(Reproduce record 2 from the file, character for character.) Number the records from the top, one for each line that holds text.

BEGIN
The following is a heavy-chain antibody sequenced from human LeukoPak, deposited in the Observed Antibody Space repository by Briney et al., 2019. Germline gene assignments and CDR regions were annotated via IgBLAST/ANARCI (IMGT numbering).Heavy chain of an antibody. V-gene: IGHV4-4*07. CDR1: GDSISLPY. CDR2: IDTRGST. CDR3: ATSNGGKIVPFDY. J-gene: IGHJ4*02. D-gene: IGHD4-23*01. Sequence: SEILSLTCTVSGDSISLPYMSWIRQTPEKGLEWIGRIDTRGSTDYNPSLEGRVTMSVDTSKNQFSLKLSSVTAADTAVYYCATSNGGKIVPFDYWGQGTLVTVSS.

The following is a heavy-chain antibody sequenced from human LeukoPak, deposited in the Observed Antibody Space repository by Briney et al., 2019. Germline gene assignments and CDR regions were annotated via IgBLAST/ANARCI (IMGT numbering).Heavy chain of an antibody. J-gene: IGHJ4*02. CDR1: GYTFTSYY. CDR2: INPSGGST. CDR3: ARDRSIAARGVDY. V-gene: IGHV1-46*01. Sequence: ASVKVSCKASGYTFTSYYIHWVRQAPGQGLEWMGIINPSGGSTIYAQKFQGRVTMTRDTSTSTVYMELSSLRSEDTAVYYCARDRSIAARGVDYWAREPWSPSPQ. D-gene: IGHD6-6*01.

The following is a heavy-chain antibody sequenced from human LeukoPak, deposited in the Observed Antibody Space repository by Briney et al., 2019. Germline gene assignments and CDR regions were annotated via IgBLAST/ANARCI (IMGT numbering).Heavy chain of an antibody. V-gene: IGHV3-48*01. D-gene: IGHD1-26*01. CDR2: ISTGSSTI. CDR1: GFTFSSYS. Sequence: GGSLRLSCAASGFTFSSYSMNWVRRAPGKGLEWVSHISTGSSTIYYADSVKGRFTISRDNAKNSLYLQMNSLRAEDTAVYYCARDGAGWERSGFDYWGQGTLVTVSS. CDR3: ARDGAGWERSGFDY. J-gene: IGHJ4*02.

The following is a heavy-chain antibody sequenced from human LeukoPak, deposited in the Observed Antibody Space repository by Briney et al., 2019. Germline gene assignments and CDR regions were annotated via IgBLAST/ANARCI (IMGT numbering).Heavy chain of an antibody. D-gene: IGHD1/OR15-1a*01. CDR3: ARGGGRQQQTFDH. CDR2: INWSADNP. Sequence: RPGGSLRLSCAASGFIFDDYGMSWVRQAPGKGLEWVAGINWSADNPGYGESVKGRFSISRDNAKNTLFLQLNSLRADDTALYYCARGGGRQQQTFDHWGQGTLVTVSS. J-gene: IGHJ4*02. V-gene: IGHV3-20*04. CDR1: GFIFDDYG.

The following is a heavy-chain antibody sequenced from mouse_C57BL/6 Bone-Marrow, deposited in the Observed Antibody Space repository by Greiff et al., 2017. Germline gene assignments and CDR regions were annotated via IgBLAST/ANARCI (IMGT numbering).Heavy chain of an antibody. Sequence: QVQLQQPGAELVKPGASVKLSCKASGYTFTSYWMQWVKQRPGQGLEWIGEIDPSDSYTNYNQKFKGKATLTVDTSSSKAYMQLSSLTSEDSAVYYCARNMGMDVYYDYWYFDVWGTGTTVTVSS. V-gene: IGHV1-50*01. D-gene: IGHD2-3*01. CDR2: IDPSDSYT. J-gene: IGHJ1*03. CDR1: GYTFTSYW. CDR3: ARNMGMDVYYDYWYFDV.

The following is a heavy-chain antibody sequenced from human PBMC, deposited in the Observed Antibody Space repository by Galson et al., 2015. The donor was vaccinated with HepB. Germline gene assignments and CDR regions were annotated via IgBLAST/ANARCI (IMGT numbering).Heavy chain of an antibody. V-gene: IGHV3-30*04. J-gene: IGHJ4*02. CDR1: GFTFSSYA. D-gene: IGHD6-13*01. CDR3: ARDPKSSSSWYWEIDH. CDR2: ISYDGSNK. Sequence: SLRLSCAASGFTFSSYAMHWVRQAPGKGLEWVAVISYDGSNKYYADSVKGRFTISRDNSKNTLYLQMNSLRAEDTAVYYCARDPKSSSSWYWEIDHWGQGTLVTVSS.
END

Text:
The following is a heavy-chain antibody sequenced from human LeukoPak, deposited in the Observed Antibody Space repository by Briney et al., 2019. Germline gene assignments and CDR regions were annotated via IgBLAST/ANARCI (IMGT numbering).Heavy chain of an antibody. J-gene: IGHJ4*02. CDR1: GYTFTSYY. CDR2: INPSGGST. CDR3: ARDRSIAARGVDY. V-gene: IGHV1-46*01. Sequence: ASVKVSCKASGYTFTSYYIHWVRQAPGQGLEWMGIINPSGGSTIYAQKFQGRVTMTRDTSTSTVYMELSSLRSEDTAVYYCARDRSIAARGVDYWAREPWSPSPQ. D-gene: IGHD6-6*01.